The opening sentence of a recent front-page story in the St. Louis Post-Dispatch had, by my count, 49 words. The sentence had appropriate punctuation, but its length was excessive.
Last year, the St. Louis region approved Proposition P to increase sales taxes to support the Gateway Arch and local parks and trails. The text of the proposition was one 169-word sentence! (Again, that’s my count.)
Why would someone write such a long, convoluted sentence? The purpose in the case of Prop P may have been to make its meaning less than clear, a trick that some attorneys employ when writing contracts. It is hard to comprehend such a ridiculously long sentence. Or, it could be simple incompetence by the person or committee who wrote it.
Verlyn Klinkenborg’s 2012 book Several Short Sentences About Writing would have been useful for the Prop P writer(s). In the book, Klinkenborg shoots down much of what you may have learned in freshman English Composition class. Remember when your teacher wanted you to write three pages on a Shakespeare sonnet? If your paper was like mine, it was verbose and contained more fluff than substance. And the sentences were long.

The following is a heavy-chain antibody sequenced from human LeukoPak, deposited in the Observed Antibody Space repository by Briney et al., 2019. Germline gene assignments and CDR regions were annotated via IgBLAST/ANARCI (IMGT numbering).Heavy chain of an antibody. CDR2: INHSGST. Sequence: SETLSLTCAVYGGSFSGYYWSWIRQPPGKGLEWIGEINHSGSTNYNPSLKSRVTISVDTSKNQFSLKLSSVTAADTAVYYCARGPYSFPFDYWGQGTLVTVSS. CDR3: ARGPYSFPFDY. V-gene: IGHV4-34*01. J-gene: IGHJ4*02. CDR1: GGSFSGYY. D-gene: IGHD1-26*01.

Klinkenborg has good guidance for writers:
- “How long is a good idea? Does it become less good if it’s expressed in two sentences instead of one?”
- “Long sentences often tend to collapse or break down or become opaque or trip over their own awkwardness.”
- “To make short sentences, you need to remove every unnecessary word. Your idea of necessary will change as your experience changes.”
- “A crowded sentence betrays the writer’s worry that the reader won’t follow the prose if parted by a period.”
- “Short sentences aren’t hard to make. The difficulty is forcing yourself to keep them short.”
He gives examples of sentences that are improved by his rewrites. If you write for a living or just for fun, I recommend you check out Several Short Sentences About Writing.
(For more on Writing Short, click HERE to read my August 2012 post inspired by Nora Ephron.)